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Motherhood is, by definition, a helping profession. There are supermoms, soccer moms, stay-at-home moms, working moms, community-activist moms, volunteer moms, the list goes on.

In Harvard and other area towns, mothers serve on town boards and committees and lend helping hands to just about every community activity and event. And nowhere is their helping influence more visible than in the schools.

Moms serve on school committees and school councils, volunteer in classrooms and at the library, pitch in for fund-raisers, and help chaperone school events and field trips.

Take Harvard Elementary School (HES), for example. When fourth-grade science classes take their annual canoe trip on the Nashua River, there are moms in the boats and on shore, observing, gathering soil samples. The kids, their teachers and parents assist the Nashua River Watershed Association in its mission to protect the recovering river and its wildlife.

On Field Day, another HES rite of spring, moms assist physical-education teacher Barbi Kelly with the setup and help run the games.

And just about every day, there are moms helping out in Cindy Harris’s art class.

Help extends to extra-class events, such as the recent HES art show, where artist Alicia Dwyer’s panoramic aquarium mural adorns the wall outside the cafeteria.

A group of mothers coordinated volunteers for the event and provided refreshments, said Harris.

Dwyer, too, is a helping mom with a strong school connection. She created the mural with the aid of her daughter, Ariel, and other fifth-graders, who painted figures close to the floor. Her son, Luke, is a fourth-grader at the school.

It took most of March to complete the mural, working on it just about every day, said Dwyer. The colorful creation features puffy yellow blowfish, slender sharks, anemones, starfish, scuttling red crabs, sea horses and green plants in a bright blue world. It was inspired by the view from the outdoor courtyard. Dwyer said looking in through expansive glass windows opposite the cafeteria wall reminded her of an aquarium.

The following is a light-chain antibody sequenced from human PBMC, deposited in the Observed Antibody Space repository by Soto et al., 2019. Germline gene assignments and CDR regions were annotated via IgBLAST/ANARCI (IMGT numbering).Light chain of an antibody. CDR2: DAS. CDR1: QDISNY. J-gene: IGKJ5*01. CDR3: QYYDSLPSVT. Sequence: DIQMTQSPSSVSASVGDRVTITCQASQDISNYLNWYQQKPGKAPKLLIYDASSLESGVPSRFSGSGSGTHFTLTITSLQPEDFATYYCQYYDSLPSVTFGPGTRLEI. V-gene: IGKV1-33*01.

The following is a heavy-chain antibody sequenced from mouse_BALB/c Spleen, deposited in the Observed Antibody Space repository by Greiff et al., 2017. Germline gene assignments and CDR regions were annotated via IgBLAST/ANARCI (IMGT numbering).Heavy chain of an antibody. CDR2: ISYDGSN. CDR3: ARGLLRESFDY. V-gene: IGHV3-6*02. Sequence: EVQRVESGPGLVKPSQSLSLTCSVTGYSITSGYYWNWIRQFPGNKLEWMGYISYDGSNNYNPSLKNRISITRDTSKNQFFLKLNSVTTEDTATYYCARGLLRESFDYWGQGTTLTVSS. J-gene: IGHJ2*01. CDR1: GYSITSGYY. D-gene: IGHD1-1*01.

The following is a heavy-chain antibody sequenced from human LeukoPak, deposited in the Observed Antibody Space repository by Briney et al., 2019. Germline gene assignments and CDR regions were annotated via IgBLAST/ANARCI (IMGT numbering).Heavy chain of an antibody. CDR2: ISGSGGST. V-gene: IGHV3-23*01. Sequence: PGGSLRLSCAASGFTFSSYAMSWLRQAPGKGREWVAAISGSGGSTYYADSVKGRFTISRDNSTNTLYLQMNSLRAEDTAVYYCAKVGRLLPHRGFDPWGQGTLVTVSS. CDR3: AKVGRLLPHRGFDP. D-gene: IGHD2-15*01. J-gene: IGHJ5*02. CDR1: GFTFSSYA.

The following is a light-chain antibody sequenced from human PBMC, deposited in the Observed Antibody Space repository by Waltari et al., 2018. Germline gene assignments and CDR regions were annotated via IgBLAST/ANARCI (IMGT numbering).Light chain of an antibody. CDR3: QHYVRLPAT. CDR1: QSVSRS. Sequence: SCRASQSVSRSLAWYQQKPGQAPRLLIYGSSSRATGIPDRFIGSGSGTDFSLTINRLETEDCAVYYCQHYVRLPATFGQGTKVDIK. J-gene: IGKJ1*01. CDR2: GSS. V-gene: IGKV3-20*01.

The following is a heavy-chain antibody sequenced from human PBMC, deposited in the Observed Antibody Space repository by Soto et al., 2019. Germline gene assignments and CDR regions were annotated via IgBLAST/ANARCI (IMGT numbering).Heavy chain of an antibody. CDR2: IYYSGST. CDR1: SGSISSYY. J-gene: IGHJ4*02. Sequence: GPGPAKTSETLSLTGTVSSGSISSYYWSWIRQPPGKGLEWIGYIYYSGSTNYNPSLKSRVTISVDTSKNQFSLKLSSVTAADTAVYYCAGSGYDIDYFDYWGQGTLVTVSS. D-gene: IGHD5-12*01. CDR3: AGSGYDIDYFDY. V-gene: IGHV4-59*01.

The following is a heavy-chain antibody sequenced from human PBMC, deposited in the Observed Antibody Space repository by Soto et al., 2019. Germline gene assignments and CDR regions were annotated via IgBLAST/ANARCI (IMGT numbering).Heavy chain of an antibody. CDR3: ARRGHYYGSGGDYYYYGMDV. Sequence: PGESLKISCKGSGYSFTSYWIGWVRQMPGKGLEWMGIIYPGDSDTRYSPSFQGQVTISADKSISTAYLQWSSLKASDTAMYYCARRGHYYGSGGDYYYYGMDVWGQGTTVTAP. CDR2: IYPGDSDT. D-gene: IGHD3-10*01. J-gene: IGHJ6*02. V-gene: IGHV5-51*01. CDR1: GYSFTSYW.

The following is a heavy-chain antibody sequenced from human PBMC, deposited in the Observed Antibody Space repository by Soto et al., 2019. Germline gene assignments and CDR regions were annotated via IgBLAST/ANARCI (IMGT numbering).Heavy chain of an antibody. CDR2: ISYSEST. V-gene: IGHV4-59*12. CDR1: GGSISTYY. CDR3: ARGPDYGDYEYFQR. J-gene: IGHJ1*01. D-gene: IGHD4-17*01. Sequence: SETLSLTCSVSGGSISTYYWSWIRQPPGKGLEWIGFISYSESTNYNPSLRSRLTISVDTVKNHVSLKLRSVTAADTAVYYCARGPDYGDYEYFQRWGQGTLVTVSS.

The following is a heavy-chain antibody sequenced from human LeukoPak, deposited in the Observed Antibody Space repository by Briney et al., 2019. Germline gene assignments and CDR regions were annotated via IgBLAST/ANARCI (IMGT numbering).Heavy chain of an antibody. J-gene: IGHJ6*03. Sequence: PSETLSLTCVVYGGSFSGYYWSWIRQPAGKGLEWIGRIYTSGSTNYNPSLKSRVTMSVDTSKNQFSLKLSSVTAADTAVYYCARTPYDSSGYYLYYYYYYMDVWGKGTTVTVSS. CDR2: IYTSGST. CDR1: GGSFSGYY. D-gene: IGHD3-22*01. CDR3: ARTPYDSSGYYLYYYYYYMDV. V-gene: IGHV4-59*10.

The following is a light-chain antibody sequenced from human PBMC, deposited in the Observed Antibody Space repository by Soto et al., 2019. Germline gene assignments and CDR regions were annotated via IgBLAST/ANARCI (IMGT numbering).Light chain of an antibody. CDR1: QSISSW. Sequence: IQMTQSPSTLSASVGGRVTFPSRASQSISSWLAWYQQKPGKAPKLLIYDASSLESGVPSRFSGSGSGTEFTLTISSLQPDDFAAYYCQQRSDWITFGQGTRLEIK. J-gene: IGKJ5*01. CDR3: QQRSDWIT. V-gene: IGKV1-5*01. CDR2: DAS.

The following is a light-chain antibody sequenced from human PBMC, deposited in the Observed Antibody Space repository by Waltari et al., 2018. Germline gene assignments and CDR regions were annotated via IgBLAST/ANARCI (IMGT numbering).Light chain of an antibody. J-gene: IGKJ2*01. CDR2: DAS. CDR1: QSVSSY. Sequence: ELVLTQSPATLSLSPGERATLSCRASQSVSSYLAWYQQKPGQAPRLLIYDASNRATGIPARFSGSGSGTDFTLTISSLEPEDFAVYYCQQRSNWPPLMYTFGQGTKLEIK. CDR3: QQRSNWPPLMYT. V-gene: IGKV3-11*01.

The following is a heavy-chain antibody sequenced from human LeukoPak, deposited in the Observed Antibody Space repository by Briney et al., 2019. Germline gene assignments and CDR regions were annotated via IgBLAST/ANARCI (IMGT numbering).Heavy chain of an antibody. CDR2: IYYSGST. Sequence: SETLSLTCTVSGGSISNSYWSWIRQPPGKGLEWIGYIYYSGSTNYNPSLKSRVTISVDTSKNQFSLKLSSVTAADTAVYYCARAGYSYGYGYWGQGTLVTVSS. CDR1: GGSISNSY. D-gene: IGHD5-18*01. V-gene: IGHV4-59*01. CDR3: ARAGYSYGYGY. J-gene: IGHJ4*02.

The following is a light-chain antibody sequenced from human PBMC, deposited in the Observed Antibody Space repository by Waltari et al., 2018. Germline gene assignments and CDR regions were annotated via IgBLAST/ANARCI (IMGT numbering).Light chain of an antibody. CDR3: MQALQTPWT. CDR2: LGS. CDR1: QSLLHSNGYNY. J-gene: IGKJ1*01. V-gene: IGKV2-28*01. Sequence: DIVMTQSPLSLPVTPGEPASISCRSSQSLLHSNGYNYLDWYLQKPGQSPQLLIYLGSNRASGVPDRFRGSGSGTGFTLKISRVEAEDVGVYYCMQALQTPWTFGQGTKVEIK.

During the event, Dwyer’s vision was even more vivid than she’d imagined, she said. Late-afternoon sun streamed through the windows. Moving shadows from a whimsical array of fish mobiles overhead dappled the scene, and 3D sea creatures dotted a net stretched across the windows.

All but the mural will enjoy a second life at Loaves & Fishes, said Bess Haire, another mom who helps. Haire is one of the founding mothers behind ForArt’sSake, a grass-roots cultural organization whose stated purpose matches its name: promoting art in the community and supporting art in the schools.

The other originators are Pam Cochrane and Melissa Yahia.

The group, through a Devens connection, was instrumental in setting up a recycling network between Devens businesses and HES, said Haire. The program brings usable discards to the art room where items, such as strips from Eglomise, can be put to good, artistic use, she said.

Events the group sponsors, including a recent community art exhibit at the old library and a documentary at The Bromfield School’s Cronin auditorium, aim to bring the community together through visual arts, said Haire.

The rest of the exhibit featured student art, spotlighting media and methods Harris’ students are learning at each grade level. Different types of media include scratch art, pointillism, perspectives and portraits.

Fourth-graders, for example, created an eye-catching collection of wolves with tempera paint. And there were plenty of moms on scene, ogling the artists’ work.

Come to think of it, that’s another category: supportive moms who help kids be creative.

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